Hemicorporectomy, or amputation at the waist, is the most radical amputation. Diagram of an insect leg A leg is the part of an animals body that supports the rest of the animal above the ground and is used for locomotion. ... A hemipelvectomy is a high level pelvic amputation. ... Look up ARM in Wiktionary, the free dictionary. ... -1... Types of teeth Molars are used for grinding up foods Carnassials are used for slicing food. ... An array of Neolithic artifacts, including bracelets, axe heads, chisels, and polishing tools. ...  Northern Africa (UN subregion)  geographic, including above North Africa or Northern Africa is the northernmost region of the African continent, separated by the Sahara from Sub-Saharan Africa. ... In medicine (surgery), hemicorporectomy is an amputation at the waist. ...


Genital modification and mutilation may involve amputating tissue (as the case is with circumcision), although not necessarily as a result of injury or disease. Genital modification and genital mutilation both can refer to permanent or temporary changes to the human genitals. ... This article is about male circumcision. ...


As a rule, partial amputations are preferred to preserve joint function, but in oncological surgery, disarticulation is favored.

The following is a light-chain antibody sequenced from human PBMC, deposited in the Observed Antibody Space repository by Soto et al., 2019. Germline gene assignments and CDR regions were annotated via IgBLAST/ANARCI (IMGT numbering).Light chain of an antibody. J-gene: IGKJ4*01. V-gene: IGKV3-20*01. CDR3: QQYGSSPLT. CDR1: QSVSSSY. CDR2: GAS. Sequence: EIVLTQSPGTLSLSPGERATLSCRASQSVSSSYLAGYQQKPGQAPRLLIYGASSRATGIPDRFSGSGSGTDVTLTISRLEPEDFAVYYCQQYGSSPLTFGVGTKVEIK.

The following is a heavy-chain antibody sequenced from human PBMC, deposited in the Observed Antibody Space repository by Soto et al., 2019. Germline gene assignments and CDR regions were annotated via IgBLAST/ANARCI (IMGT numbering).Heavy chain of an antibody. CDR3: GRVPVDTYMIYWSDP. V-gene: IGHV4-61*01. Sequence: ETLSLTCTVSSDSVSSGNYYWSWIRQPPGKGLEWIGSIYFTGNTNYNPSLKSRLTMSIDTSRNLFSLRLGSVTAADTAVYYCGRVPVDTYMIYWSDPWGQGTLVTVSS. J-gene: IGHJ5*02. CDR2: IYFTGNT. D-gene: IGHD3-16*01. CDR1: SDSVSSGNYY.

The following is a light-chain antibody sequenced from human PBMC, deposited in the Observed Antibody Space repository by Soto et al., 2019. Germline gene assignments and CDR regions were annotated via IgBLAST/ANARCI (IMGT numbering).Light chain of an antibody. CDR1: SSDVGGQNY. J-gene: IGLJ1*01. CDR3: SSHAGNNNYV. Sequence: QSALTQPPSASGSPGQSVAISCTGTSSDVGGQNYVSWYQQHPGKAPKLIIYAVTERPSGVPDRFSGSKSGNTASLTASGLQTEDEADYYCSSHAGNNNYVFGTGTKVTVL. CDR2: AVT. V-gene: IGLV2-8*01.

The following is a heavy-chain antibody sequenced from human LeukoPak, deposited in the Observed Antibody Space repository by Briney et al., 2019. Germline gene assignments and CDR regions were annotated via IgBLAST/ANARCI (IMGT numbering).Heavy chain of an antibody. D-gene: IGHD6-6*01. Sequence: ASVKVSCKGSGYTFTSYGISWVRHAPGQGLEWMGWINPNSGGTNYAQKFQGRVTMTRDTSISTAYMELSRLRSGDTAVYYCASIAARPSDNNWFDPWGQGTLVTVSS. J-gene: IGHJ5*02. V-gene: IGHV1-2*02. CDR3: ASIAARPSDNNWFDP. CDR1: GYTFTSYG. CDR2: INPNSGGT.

Reasons for amputation

  • Cancerous bone tumours (e.g. osteosarcoma, osteochondroma)
  • Severe limb injuries in which the limb cannot be spared or attempts to spare the limb have failed
  • Circulation problems
  • Deformities of digits and/or limbs (e.g. Polydactyly or more than the normal number of fingers and/or toes)
  • Any advanced cancers
  • Gangrene
  • Bone infection (osteomyelitis)
  • Traumatic amputation (Amputation occurs actually at scene of accident, the limb can be partially or wholly severed)
  • Amputation in utero (Amniotic band)
  • Punishment/Torture (e.g in some countries, one or both hands of a person is amputated if they steal)
  • Sometimes professional athletes may choose to have a non-essential digit amputated to relieve chronic pain and impaired performance. Daniel Chick elected to have his left ring finger amputated as chronic pain and injury was limiting his performance.[1] Rugby union player Jone Tawake also had a finger removed.[2]

This article is about the human congenital disorder (disease). ... Daniel Chick (born February 10, 1976) is a professional Australian rules footballer who plays for the West Coast Eagles in the Australian Football League. ... The ring finger is the fourth digit of the human hand, and the second most ulnar finger, located between the middle finger and the little finger. ... For other uses, see Rugby (disambiguation). ... Jone Tawake (born 17 April 1982) , (height 1. ...

Method

Curved knives such as this one were used, in the past, for some kinds of amputations.
Curved knives such as this one were used, in the past, for some kinds of amputations.